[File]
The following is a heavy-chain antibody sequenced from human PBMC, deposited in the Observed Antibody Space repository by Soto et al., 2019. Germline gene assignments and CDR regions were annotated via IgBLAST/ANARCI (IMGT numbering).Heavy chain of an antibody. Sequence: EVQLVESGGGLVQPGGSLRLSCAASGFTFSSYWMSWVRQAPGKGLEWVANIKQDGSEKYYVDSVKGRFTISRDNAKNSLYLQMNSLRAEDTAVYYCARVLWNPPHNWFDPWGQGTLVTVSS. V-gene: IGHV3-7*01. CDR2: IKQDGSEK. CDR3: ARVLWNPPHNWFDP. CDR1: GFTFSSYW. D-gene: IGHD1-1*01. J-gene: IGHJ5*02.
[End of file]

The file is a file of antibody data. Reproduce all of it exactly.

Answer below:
The following is a heavy-chain antibody sequenced from human PBMC, deposited in the Observed Antibody Space repository by Soto et al., 2019. Germline gene assignments and CDR regions were annotated via IgBLAST/ANARCI (IMGT numbering).Heavy chain of an antibody. Sequence: EVQLVESGGGLVQPGGSLRLSCAASGFTFSSYWMSWVRQAPGKGLEWVANIKQDGSEKYYVDSVKGRFTISRDNAKNSLYLQMNSLRAEDTAVYYCARVLWNPPHNWFDPWGQGTLVTVSS. V-gene: IGHV3-7*01. CDR2: IKQDGSEK. CDR3: ARVLWNPPHNWFDP. CDR1: GFTFSSYW. D-gene: IGHD1-1*01. J-gene: IGHJ5*02.